Radiant CMS - While PHP is nice, I prefer Ruby on Rails and a good project that is moving forward (actively being developed) is Radiant. Easy to use and also has the flexibility that is needed.
The 3 most popular cms'es are:
in that order. See http://cmsworldmap.com/ (Crawling the website for cms'es)
The problem with that data is that not all content management systems can be recognized easily.
Take MODX (Evolution and Revolution).
There is no markup added to indicate a website was created with them. No specific headers. No specific structure of the page.
While in Evo you could with some certainty check for site.com/manager/ and that would display the login screen that's not 100% sure. With Revolution the functionality has been introduced to move or rename the various folders that come with it, rendering that method ineffective as well. You could check for files in the root like config.core.php (which would give an empty 200 response), but that filename is not unique to MODX.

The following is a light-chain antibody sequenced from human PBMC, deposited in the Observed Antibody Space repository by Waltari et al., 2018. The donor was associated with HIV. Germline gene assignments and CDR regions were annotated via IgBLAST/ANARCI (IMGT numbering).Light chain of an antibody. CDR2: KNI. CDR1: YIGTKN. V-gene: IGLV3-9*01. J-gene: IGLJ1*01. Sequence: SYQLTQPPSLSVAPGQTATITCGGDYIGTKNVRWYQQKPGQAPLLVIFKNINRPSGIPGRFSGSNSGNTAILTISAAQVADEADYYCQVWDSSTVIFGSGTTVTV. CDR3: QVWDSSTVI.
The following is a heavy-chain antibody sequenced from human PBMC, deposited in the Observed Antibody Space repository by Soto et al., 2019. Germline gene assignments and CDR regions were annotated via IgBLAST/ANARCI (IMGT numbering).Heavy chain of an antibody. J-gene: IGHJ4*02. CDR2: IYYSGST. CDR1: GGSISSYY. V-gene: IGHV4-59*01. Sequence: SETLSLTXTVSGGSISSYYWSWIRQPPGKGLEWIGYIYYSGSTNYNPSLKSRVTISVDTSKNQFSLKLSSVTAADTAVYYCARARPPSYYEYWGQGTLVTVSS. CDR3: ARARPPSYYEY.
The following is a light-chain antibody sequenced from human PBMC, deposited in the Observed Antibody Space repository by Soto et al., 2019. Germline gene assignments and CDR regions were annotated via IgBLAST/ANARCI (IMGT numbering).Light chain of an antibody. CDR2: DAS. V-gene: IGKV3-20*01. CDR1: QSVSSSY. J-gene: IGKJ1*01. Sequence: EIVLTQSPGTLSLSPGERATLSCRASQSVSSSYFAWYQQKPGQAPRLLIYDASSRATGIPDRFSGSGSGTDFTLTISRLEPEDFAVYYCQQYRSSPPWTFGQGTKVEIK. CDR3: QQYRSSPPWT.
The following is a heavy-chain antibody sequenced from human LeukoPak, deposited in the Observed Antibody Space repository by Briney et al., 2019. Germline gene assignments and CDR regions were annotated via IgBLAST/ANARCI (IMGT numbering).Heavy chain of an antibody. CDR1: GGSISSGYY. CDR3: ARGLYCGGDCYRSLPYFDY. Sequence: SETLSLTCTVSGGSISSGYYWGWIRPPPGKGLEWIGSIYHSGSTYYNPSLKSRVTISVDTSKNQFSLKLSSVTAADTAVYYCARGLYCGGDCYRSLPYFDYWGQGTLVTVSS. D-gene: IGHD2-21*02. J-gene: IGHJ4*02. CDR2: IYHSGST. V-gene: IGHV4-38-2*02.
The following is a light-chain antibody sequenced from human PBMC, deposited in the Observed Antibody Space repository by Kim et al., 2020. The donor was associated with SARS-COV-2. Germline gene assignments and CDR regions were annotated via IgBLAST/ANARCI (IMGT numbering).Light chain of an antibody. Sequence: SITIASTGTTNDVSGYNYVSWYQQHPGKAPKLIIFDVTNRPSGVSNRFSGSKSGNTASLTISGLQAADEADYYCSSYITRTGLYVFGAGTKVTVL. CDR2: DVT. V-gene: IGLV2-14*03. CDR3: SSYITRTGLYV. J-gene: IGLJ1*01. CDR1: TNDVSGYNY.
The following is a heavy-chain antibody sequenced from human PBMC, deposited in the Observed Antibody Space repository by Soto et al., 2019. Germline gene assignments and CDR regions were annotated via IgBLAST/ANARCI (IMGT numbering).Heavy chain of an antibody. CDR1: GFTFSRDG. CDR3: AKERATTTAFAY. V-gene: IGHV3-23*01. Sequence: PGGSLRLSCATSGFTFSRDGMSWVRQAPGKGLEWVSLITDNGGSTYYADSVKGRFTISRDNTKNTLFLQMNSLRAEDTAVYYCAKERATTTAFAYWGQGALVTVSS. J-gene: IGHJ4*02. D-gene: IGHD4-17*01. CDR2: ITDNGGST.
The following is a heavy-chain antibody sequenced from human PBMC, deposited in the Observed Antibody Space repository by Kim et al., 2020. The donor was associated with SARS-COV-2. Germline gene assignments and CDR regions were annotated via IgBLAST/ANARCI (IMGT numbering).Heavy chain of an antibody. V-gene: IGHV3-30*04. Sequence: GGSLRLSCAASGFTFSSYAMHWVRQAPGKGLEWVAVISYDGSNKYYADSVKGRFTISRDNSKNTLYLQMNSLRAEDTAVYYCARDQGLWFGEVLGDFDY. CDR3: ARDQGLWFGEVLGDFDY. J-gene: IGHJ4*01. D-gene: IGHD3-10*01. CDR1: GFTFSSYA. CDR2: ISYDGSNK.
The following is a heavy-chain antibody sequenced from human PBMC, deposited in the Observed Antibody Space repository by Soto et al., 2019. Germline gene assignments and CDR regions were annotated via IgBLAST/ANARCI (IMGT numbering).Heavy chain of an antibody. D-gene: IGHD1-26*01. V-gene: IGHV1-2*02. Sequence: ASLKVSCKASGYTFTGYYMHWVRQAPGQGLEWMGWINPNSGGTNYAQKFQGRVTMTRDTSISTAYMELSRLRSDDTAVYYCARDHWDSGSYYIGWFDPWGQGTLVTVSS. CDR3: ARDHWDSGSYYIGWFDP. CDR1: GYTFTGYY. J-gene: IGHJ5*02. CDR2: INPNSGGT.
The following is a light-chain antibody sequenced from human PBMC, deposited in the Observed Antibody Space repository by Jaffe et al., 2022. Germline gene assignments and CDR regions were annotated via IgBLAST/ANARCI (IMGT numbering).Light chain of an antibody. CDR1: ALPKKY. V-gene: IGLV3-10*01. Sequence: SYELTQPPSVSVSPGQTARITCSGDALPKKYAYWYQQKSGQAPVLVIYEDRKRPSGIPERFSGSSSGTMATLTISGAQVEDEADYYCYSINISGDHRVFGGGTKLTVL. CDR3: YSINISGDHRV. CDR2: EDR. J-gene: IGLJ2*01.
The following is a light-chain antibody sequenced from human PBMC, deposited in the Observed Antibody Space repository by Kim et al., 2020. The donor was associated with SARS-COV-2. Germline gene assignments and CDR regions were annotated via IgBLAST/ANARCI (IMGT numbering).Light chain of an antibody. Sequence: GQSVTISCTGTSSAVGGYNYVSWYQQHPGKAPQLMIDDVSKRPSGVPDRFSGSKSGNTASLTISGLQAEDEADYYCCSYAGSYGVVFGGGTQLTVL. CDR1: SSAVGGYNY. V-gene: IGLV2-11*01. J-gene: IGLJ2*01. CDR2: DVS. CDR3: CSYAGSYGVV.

It would be very interesting to see where MODX would line up in the top 10 (I'd guess definitely in the top 3) but there's just no way to programmatically recognize it when folders have been renamed (something that is definitely done on sites that matter).
If you are serious about web design, textpattern is your canvas. Creating a web site is achieved with a very logical infrastructure that has walls (sections), building blocks (forms), interiors (categories), tools (tags), and nicely ordered content. If only all my other web applications were so powerful!
I love Textpattern, and so do many others. TxP rocks!
My favorite CMS is WebGUI: http://www.webgui.org/.